The Thonna Race of Southern Kaduna: a Historical Perspective

The Gwong people are the descendants of Thonna. They are found in Jema’a Local Government Area in the Southern Kaduna sub-region of Northern Nigeria, with their administrative headquarters in Fadan Kagoma.

The Gwong people, like many other ethnic groups in Nigeria, lack any formal documentation to back their origin, though it is common among the Gwong people that they share common ancestors with the Ham, Gworok, Bajju and Shalio people, their neigbours in Southern Kaduna.

They believe they relocated from present day Ghana via the Bauchi Plateau. Others still argue that they are a clan of the Jukun tribe of present day Taraba State. However, since there is no any documented record of migration and since no ethnic group has ever laid claims of Gwong Land, Gwong people believe very strongly that Num (the Almighty one) created them where they presently live.

The Gwong people are popularly known to the world as Kagoma. It is speculated that when the first Hausa traders visited Gwong land they could not pronounce Khi Gwong ( meaning Gwong land) so therefore coined the term Kagoma. This is how the “Kagoma” name all started.

Thonna is believed to have had three sons – Gwong, Nindem and Nyankpa. Gwong is believed to be the ancestor of the Gwong people with Nyankpa’s descendants scattered in parts of Southern Kaduna and NasaraWheh Gwongwa States, while Nindem’s descendants settled across the River Godo-godo. Gwong had a single son named Kamaáh who in turn had five sons namely – Nghat, Kogong, Kyot, Ndak, and Soh. Nghat stayed with his father at Nga-kyozi; Kagong (Dez) founded Bi-kot Gwong (Unguwar Iga); Kyot founded Fana; Ndak Founded Fadan Kagoma; and Soh founded Asso. Their decendants in turn founded the surrounding villages since they did not stray too far away from their parents.  It is also believed that the descendants of Gwong Thonna spread southward from Bi-fah clan, Bi-sat clan, and Asso clan to establish other clans and cities such as Kpadam clan and Kwagiri/Kussom Clan.

At Bisat, the historical and commercial hub of Kpaki (now Paki) was founded, likewise Bara which hosts the La Whop (a sacred lake were children born with deformities were dumped for reincarnation). The claim to the ownership of La Whop was once a contentious issue between the Gwong and the Ham nation. This was settled after the best divers, each from either tribe, were thrown into the La Whop and only the Gwong diver came out alive to prove ownership.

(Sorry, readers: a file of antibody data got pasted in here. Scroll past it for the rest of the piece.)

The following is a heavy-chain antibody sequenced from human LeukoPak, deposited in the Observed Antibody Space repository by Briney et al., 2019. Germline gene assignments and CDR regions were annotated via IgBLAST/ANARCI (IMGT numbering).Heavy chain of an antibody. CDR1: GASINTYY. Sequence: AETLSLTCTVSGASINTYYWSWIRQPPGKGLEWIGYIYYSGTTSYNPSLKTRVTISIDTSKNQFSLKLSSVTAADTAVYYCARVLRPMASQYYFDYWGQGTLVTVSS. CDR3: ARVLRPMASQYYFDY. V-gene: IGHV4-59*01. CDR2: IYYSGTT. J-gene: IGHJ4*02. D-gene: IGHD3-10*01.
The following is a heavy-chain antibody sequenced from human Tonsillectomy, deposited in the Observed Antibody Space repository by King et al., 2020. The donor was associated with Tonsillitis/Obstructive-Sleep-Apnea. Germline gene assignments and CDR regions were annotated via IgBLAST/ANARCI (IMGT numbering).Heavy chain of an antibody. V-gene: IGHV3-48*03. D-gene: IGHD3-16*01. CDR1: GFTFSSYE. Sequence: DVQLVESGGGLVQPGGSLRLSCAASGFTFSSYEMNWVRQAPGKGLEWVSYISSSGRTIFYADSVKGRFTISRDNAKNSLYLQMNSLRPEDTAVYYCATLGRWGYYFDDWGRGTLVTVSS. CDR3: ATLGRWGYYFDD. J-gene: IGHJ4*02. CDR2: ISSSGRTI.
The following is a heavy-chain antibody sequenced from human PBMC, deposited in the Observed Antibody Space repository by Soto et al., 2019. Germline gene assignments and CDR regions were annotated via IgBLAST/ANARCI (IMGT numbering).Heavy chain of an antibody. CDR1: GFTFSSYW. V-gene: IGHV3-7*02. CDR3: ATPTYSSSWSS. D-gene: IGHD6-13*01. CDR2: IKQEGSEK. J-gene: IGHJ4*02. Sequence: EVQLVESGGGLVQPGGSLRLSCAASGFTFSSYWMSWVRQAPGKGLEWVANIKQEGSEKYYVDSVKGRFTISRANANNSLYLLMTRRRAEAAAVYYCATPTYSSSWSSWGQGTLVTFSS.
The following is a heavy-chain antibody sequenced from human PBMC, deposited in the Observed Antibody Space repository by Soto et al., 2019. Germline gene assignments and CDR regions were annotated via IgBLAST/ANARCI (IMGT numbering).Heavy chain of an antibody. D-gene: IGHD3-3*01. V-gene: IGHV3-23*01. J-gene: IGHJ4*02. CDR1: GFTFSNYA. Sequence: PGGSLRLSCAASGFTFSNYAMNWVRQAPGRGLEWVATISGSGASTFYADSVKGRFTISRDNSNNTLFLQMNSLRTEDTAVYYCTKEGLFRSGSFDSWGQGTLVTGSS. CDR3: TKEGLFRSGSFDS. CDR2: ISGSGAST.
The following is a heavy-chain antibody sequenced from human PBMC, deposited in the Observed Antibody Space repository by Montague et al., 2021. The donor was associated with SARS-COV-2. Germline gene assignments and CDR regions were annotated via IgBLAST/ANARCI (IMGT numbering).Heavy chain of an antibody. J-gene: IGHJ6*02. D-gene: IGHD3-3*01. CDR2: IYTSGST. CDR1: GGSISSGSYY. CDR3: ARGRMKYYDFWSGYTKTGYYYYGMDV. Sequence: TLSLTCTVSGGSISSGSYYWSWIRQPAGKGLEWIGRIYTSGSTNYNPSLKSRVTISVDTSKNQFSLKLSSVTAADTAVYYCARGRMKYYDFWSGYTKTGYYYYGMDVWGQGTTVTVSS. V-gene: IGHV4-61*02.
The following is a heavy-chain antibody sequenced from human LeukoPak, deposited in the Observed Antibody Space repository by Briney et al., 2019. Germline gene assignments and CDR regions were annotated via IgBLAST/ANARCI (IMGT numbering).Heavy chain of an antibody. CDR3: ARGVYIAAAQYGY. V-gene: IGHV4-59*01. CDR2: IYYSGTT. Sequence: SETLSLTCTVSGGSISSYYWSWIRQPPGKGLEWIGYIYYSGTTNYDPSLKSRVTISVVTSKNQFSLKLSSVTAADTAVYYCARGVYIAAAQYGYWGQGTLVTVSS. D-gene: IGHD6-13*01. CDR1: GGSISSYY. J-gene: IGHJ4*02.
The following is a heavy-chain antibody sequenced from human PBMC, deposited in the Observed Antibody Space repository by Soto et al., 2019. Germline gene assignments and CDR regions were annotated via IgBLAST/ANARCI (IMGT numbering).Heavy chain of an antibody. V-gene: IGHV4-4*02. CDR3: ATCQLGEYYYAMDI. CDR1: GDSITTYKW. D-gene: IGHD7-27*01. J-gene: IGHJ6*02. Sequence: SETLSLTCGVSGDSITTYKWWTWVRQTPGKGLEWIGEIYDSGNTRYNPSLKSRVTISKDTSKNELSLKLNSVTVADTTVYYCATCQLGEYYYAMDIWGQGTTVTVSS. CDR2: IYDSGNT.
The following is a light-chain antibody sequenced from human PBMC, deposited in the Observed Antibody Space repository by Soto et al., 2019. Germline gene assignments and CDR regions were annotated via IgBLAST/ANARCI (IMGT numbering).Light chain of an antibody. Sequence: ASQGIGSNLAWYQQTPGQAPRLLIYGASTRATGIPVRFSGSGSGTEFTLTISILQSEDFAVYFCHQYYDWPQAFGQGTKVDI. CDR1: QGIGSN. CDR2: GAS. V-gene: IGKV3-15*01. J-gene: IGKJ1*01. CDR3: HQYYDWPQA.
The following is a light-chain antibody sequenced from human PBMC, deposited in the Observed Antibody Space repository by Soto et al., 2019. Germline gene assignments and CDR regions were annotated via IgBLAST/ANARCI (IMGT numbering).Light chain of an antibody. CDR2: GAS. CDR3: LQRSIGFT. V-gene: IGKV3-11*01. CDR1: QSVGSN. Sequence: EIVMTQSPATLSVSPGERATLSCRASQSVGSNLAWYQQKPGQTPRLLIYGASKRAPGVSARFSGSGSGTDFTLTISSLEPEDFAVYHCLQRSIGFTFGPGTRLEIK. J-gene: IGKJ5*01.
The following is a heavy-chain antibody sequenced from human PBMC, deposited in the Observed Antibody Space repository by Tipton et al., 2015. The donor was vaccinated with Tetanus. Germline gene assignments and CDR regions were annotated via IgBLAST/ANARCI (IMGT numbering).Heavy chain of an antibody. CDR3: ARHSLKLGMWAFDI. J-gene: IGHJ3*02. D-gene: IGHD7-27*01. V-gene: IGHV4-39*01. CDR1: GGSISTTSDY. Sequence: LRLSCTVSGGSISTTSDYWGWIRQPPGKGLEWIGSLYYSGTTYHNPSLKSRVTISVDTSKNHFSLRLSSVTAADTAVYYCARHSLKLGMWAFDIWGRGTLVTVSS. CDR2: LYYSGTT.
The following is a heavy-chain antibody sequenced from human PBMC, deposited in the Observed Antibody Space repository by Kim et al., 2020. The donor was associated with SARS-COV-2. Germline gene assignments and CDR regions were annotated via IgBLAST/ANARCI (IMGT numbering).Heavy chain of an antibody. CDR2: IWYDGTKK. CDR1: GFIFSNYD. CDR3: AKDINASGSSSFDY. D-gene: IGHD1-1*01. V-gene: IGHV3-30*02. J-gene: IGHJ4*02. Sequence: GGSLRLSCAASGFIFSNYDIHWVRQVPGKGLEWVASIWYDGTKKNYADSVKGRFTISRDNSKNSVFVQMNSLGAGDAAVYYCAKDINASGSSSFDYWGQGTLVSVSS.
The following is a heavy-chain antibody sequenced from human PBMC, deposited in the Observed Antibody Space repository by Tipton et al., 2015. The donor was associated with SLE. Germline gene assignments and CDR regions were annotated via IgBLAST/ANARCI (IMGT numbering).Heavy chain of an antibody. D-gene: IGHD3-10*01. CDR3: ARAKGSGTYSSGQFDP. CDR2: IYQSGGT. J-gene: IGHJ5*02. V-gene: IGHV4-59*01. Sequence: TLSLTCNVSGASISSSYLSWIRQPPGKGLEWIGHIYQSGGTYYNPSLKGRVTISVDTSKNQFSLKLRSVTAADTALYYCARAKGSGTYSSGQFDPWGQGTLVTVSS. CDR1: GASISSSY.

Though Christianity is now the predominant religion at Bisat, superstition and tradition also continue to uphold strongly with Gyashak (the masquerade) being the custodian.
The people still cherish and preserved their rich cultural heritage, the traditional rulers being its custodian.

The then stable Gwong traditional institution was threatened and compromised by earlier attempts by the Hausa-Fulani to obtained taxes and later by attempt by Europeans to establish their own rules. It is widely believed that Kpaki, through diplomacy, was the emissary delegated by his people to go Zaria and negotiate their cause with the emir. Kpaki was then made the traditional ruler (Uban Gari) by the Emir of Zazzau and was now responsible for giving horses to the emir as taxes on behalf of his people. On his return, a big feast was organized in his honour after he narrated what transpired between him and the emir of Zaria. Up to this moment Kpaki is still remembered as hero among the Bisat people in particular and Gwong people in general.
In fact the town “Paki” was named in honour of Kpaki, it was originally known as Dop.

Gwong DancersThe Gwong Chiefdom, as it is today, was created on 24th October 1994 by Colonel Lawal Jafaru Isa, then Military Administrator of Kaduna State with Mallam Aruwa Jatau, the then District Head of Kagoma, the first Kpop Gwong (Chief of Kagoma). Today, the Kpop Gwong is His Royal Highness Kpop Paul Zakka Wyoms, a retire colonel in the Nigerian Army.

The Gwong people celebrate their cultural day which they refer to as Khi-Tuk Gwong (Gwong Day) every first Saturday in the month of March. On this day all sons and daughters of Gwong Land, at home and in the diaspora, come together to showcase their rich culture heritage and to also discuss on issues bothering their land.

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5 Responses to The Thonna Race of Southern Kaduna: a Historical Perspective

  1. Alexander Nyekung Musa says:

    I really enjoyed the piece on the Thonna race. It was enlightening although some aspect of the history was distorted or left out. Maybe more research be made about this post and amendment made to the article. Thanks all the way. It was interesting.

  2. Nehemiah Madugu says:

    a good effort , though need to be improved.

    • Ben says:

      I know there’s always room for improvement. That actually why I have people like you.
      Please do contact me for any imput via the contact form, email, facebook, twitter, etc.
      Thank sir

  3. Nelson Richard nyeri says:

    Great job keep it up bro

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